On June 6, 2021, Bach Society Houston will present a concert called “Music in the Americas at the Time of Bach," which can be streamed online. The concert’s theme—“eighteenth-century music” outside the European geographical context and repertoire typically implied by the term—might raise questions for BSH audiences. Our episode today will explore some of those questions with Dr. Glenda Goodman, Associate Professor of Music at the University of Pennsylvania and author of the book Cultivated By Hand: Amateur Musicians in the Early American Republic (Oxford University Press). Dr. Goodman joins us to discuss how her book—and concerts like the one I just mentioned—can help us consider, and then expand, some of our assumptions, definitions, and labels around European-derived music during Bach's lifetime and in the generation or two following him.
Resources mentioned in the show:
Image from an 18th-century American music notebook at Dr. Goodman’s website
Vast Early America episode of the history podcast “Ben Franklin’s World,” featuring Dr. Karin Wulf and other scholars
Dr. Candace Bailey, Unbinding Gentility: Women Making Music in the Nineteenth-Century South (University of Illinois Press)
This episode is generously sponsored by the American Bach Society (ABS), which supports the study, performance, and appreciation of the music of J.S. Bach in the U.S. and Canada. The ABS produces publications and a video lecture-concert series, sponsors conferences, and offers research grants and prizes. Information on membership, open to all, is available here.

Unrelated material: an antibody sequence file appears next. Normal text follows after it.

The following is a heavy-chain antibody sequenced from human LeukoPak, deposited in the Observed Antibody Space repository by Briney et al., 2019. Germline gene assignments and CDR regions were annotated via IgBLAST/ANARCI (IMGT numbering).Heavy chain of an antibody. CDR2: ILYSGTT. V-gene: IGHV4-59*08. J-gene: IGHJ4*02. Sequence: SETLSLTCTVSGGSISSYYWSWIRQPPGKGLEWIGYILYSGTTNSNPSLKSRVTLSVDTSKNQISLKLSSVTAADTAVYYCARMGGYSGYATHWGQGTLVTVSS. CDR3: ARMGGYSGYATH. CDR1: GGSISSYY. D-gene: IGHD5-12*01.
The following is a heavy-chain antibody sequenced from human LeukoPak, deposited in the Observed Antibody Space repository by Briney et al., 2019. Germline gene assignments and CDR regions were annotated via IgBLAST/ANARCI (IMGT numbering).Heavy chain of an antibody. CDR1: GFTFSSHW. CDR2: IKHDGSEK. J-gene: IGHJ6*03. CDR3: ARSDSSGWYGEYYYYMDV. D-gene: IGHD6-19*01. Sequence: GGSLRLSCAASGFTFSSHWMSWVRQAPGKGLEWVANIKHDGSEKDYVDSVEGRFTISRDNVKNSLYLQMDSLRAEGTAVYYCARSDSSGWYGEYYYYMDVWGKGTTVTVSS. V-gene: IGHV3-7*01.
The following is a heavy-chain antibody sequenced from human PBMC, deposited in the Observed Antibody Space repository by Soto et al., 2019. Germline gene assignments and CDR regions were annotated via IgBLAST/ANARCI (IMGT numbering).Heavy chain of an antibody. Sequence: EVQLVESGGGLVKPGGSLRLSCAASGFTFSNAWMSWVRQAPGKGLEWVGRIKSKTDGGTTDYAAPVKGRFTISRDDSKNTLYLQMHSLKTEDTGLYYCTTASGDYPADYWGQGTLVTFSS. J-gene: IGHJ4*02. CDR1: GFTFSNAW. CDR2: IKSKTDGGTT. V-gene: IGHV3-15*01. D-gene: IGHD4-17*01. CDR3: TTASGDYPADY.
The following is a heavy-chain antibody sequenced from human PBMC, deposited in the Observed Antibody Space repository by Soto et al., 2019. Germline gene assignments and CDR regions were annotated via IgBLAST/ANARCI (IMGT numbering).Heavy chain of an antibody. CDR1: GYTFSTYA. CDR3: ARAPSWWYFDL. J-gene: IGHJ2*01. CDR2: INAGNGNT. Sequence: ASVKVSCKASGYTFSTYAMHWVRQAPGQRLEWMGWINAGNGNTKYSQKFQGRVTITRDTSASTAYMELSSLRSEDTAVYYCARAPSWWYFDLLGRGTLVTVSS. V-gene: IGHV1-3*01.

This month we hear from Dr. Christina Fuhrmann about the history, mission, activities, personnel, and holdings of the Riemenschneider Bach Institute (RBI) at Baldwin-Wallace University, which recently celebrated its fiftieth anniversary. The RBI houses rare sources related to J. S. Bach, his family, and contemporaries; historical reference materials; scores; recordings; and sources related to other noted figures in Western classical music. The Institute also sponsors conferences and performances, supports and collaborates with scholars at many career stages, and publishes musical editions and research. Dr. Fuhrmann is editor of the journal BACH, the RBI's important English-language journal, and gives us an inside look at the workings of a key site for Bach studies in the United States.
In our conversation, Dr. Fuhrmann references some virtual exhibits that indicate the breadth of the RBI's holdings:
1) RBI librarian Paul Cary’s virtual exhibit on the manuscript copy of the Well-Tempered Clavier, in the hand of Bach’s student H. N. Gerber, and
2) Dr. Fuhrmann's class’s virtual exhibit on Classical and Romantic era items at the RBI.